Freshman Daniela Lorenzo immigrated to the United States from her hometown, Havana, Cuba, at the age of 6.
“My parents wanted my little sister and I to have a good future, something hard to get in Cuba because of the government,” Lorenzo said.
Lorenzo, who now serves as the secretary for the Federacion de Estudiantes Cubanos, or the Federation of Cuban Students (FEC), was among the few students and members of the student media who had the opportunity to sit down and speak to Cuban dissident blogger Yoani Sanchez at a private event held at the University of Miami’s Cuban Heritage Collection (CHC), located within the Richter Library.
Sanchez’s visit was part of her 80-day international tour. She answered questions from the group and spoke about the lack of information and news within Cuba. Sanchez also took a tour of the CHC, which has an extensive collection of nearly 50,000 books and documents on Cuba.
“Information to me is like a breath of fresh air,” said Sanchez, whose blog on Cuba is titled the “Generacion Y” blog.
Lorenzo, who was the first person to ask Sanchez a question, was excited to be a part of the event.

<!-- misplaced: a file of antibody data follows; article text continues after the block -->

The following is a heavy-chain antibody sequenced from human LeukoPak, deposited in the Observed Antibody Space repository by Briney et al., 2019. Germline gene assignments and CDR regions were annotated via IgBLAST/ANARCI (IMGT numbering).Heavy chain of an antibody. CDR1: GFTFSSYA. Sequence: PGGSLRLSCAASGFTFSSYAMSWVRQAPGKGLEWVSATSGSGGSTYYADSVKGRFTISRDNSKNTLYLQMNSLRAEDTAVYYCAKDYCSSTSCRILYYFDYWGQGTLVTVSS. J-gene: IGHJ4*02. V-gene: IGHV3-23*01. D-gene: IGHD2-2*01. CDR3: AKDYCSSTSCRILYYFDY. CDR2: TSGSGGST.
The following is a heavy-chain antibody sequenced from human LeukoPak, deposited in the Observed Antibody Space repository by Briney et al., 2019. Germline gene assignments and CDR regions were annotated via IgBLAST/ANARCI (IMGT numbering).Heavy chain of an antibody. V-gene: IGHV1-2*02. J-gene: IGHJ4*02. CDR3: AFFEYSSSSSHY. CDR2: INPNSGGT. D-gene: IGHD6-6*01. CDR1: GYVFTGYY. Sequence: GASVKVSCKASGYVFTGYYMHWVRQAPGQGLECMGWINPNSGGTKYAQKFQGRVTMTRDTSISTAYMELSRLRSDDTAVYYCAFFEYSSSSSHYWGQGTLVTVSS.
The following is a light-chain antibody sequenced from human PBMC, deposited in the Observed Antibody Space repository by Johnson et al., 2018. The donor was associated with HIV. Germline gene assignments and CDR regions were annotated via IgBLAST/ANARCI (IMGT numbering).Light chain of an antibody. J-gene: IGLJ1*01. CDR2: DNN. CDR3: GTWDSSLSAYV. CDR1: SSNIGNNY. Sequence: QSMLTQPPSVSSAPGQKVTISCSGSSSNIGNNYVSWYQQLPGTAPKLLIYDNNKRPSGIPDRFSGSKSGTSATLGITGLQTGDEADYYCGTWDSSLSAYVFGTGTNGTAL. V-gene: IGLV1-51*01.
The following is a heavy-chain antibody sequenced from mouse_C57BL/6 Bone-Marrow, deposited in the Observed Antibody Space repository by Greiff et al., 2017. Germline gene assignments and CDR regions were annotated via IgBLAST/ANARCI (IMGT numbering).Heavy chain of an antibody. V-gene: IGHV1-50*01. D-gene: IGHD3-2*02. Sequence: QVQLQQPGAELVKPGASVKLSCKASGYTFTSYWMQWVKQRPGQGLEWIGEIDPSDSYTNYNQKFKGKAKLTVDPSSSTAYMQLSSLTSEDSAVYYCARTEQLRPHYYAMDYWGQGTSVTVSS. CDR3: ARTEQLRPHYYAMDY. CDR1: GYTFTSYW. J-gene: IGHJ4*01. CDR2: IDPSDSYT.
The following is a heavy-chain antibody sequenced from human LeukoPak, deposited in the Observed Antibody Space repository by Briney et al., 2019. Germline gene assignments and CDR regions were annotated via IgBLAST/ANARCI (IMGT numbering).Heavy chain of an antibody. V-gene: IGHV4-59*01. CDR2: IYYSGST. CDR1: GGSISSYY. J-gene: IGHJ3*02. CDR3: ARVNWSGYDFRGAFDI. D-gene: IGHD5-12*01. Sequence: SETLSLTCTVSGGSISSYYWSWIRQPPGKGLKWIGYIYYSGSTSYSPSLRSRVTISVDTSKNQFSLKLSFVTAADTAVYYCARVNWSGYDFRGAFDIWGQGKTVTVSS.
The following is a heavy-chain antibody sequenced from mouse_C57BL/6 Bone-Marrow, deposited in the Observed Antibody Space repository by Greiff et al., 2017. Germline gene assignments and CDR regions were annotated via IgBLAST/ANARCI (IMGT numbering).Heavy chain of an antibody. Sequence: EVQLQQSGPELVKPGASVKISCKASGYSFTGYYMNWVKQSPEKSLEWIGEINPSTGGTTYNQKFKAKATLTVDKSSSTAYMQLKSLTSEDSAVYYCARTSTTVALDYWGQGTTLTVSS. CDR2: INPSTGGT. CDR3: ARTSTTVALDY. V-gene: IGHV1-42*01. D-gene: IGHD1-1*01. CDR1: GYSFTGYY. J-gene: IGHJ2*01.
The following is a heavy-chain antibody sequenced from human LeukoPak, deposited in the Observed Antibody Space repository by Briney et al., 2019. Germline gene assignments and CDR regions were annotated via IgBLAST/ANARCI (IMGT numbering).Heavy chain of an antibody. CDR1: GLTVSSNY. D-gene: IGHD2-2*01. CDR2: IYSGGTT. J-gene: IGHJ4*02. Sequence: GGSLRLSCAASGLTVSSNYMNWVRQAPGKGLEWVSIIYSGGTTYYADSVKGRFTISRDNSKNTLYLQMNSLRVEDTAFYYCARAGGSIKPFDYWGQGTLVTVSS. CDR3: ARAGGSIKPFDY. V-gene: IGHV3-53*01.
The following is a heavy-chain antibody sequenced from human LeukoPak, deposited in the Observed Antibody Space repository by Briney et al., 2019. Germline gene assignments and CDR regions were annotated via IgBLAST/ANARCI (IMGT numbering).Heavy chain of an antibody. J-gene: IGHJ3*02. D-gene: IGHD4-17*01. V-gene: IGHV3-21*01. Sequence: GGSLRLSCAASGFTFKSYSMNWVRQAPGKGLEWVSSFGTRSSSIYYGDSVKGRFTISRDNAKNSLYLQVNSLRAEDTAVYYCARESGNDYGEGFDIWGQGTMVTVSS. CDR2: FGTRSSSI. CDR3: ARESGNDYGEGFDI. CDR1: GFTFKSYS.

“It was an honor to meet her. I was familiar with her before and admired her strength and courage she had to speak up against injustices,” Lorenzo said. “I also admire her passion for spreading knowledge and information, something Cubans are unfortunately often deprived of.”
Lorenzo expressed warm sentiments about the meeting.
“She’s so down to earth and well-spoken, that I learned a lot from the short amount of time she was here,” Lorenzo said.
Junior Elan Aleman, who serves as the vice president of FEC, also enjoyed Sanchez’s visit. Though he was not born in Cuba, his family is Cuban.
“I felt like it was a curtain lifting as to the reality down in Cuba,” he said. “I know the stories that are spun by politicians and the exaggerations from the exiles that either don’t remember or never witnessed the reality of the situation under the Castro regime.”
Aleman appreciated hearing her take on the state of Cuba.
“She brought a genuine and honest illustration of the contradictions between what is said and what actually is,” he said.